Boats

Wally 148

by Sail Staff, Posted September 29, 2006
Commissioned by an experienced yachtsman who wanted a high-performance bluewater passagemaker, this 148-foot Wally was developed by Bill Tripp from the lines of a 143-foot Tripp design now being finished by Wally after a two-year build. The yacht displaces 309,000 pounds, and its lifting keel allows draft to vary from 19 feet, 9 inches to just over 13 feet. The standing rigging will be of PBO

Warwick 80

by Sail Staff, Posted September 29, 2006
Large catamarans are starting to look very attractive, and this latest addition to the line of Warwick–designed catamarans is no exception. This design focuses on accommodating charter groups or an owner’s invited guests. The forward-facing saloon has a secondary steering station. Farther aft is a circular dining table with overhead skylights. The expansive aft deck behind the main saloon is

Reichel/Pugh 62

by Sail Staff, Posted September 29, 2006
A very experienced bluewater cruiser commissioned this fast carbon/epoxy cruising yacht and believes that even with all unnecessary weight removed, the yacht will be comfortable and seaworthy. Lyman Morse is using pre-preg carbon and SCRIMP resin infusion to build the vessel. The design features a full range of onboard systems, including a complete hydraulic package for operating the sailhandling

Southerly 46RS

by Sail Staff, Posted September 29, 2006
Northshore Yachts has led the way in developing swing-keel designs that sail well in all conditions. Their newest and largest model is this new 46-footer designed by Jason Ker in conjunction with the Northshore design team. The yacht’s key feature is a cast-iron grounding plate that ties into a web of frames and longitudinal stringers to create a strong and light structure that supports the keel.

Berret Racoupeau

by Sail Staff, Posted September 29, 2006
Any notion that the demand for large sailing yachts is slackening should be put to rest by this latest project from the board of Jean Berret and Olivier Racoupeau. This 118-foot sloop has large picture windows that feature insulated liquid-crystal glass with variable opacity that can change the interior mood from full natural lighting to a cosy and intimate shaded effect.The cockpit is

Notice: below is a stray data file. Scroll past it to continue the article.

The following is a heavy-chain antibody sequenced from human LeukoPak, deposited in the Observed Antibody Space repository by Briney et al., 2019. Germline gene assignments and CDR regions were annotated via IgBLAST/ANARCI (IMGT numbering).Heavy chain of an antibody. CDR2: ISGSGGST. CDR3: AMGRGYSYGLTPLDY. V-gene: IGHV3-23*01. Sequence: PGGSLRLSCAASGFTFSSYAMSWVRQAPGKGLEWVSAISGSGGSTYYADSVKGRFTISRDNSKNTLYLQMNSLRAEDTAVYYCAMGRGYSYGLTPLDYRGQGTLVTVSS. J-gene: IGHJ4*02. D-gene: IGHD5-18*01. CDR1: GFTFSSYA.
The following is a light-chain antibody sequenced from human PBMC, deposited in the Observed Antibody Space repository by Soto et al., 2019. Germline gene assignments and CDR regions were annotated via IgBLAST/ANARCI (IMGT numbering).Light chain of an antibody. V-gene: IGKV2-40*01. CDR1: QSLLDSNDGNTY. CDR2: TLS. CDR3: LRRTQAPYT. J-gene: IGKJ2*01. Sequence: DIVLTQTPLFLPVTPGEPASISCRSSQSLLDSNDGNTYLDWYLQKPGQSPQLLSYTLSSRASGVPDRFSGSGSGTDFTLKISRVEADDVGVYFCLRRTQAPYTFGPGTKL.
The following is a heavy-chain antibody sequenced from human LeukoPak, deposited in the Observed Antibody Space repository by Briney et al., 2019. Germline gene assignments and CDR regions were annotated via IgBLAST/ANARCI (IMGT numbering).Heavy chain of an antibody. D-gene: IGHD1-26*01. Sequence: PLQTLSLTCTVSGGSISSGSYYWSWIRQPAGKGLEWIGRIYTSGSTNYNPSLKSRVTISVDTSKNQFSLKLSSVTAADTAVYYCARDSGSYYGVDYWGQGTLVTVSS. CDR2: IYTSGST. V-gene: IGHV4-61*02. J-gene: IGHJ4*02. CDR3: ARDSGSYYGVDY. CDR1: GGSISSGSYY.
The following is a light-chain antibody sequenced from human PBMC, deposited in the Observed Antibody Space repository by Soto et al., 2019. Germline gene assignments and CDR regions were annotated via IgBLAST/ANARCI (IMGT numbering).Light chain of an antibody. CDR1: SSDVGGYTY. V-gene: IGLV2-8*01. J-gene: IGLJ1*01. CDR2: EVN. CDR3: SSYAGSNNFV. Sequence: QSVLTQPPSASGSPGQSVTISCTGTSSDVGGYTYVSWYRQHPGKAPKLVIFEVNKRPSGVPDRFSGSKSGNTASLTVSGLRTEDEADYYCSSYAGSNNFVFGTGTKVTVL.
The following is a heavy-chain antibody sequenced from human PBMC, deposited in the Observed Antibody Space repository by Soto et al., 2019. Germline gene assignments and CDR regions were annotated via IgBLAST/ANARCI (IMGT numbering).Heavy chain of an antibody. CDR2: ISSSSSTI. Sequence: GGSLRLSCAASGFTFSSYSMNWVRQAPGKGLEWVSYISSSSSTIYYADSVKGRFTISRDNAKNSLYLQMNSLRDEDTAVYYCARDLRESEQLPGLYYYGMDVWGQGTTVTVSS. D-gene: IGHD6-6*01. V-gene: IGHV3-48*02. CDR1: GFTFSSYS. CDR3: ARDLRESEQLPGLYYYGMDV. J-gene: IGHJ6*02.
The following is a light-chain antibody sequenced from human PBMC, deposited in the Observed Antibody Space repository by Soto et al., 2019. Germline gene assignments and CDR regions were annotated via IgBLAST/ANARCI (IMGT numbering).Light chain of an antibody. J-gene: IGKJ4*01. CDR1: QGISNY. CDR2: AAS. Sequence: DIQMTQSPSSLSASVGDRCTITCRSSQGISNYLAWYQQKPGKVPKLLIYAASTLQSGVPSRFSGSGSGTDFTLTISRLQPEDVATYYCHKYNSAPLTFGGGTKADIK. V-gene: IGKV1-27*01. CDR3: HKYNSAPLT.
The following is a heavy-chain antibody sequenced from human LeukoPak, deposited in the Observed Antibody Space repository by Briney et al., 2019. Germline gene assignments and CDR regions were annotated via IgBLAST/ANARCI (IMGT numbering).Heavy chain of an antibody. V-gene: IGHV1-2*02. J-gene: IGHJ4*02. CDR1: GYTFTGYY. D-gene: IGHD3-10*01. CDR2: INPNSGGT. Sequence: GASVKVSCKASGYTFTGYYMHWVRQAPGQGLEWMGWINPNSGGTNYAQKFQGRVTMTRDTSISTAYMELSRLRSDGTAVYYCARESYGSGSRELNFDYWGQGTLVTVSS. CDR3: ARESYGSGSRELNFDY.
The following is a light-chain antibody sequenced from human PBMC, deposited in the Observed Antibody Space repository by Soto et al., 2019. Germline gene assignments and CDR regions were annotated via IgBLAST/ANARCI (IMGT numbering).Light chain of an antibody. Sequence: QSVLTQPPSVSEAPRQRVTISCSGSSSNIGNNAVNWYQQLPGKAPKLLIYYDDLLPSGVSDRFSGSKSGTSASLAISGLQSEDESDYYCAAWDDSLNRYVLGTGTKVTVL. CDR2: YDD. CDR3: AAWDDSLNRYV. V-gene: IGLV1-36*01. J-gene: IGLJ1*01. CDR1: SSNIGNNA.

J/65

by Kimball Livingston, Posted September 28, 2006
In the business world, planners often wonder whether a given model will “scale.” In the sailing world that’s not critical, but it’s interesting when it happens, and rarely has a design concept been carried as far as J Boats has gone with its new J/65. Two are in the water now, in the hands of experienced owners. While the interior spaces and systems were customized for each owner, the

Waterwitch 48

by Charles Mason, Posted September 28, 2006
As president of the New York Jets football team, Jay Cross puts in his share of long hours. When it’s time to decompress, chances are he’ll be found out on the water. That’s nothing new. As a young sailor, Cross competed in 470 dinghies at the Olympic level and also designed and raced International 14s; in the early ‘80s his Cross III design was a world standard for the class. But his subsequent

Perini 289

by Sail Staff, Posted September 28, 2006
Perini Navi and Yildiz Gemi, the company’s Turkish facility, launched this three-masted ship, the largest sailing yacht in the world, in March 2006. The 289-foot vessel was built in steel and was launched from a drydock moored in the bay of Tuzla.When fully rigged, the yacht will have three rotating masts and will set nearly 26,000 square feet of sail. The rig and sail controls are managed

Dubois 130

by Sail Staff, Posted September 28, 2006
Designed by Dubois Naval Architects, this 130-foot aluminum sloop was built for an experienced American owner, who was planning to buy a large motoryacht until he saw another Dubois design similar to this one in Auckland. Janice, like many Dubois designs, has a low profile and spacious accommodations for owner and crew, but this design, says Dubois, has an even lower superstructure than

Sunreef 122

by Sail Staff, Posted September 28, 2006
Sunreef Yachts has built many catamarans in the 60-foot range but is now moving into larger yachts, many of them custom projects. One example is this 122-foot aluminum yacht, which will sail with a crew of six. The crew is housed in the forward sections of the port hull, and a full-service galley for the entire ship’s company, along with the crew’s dining area, is located in the after section of
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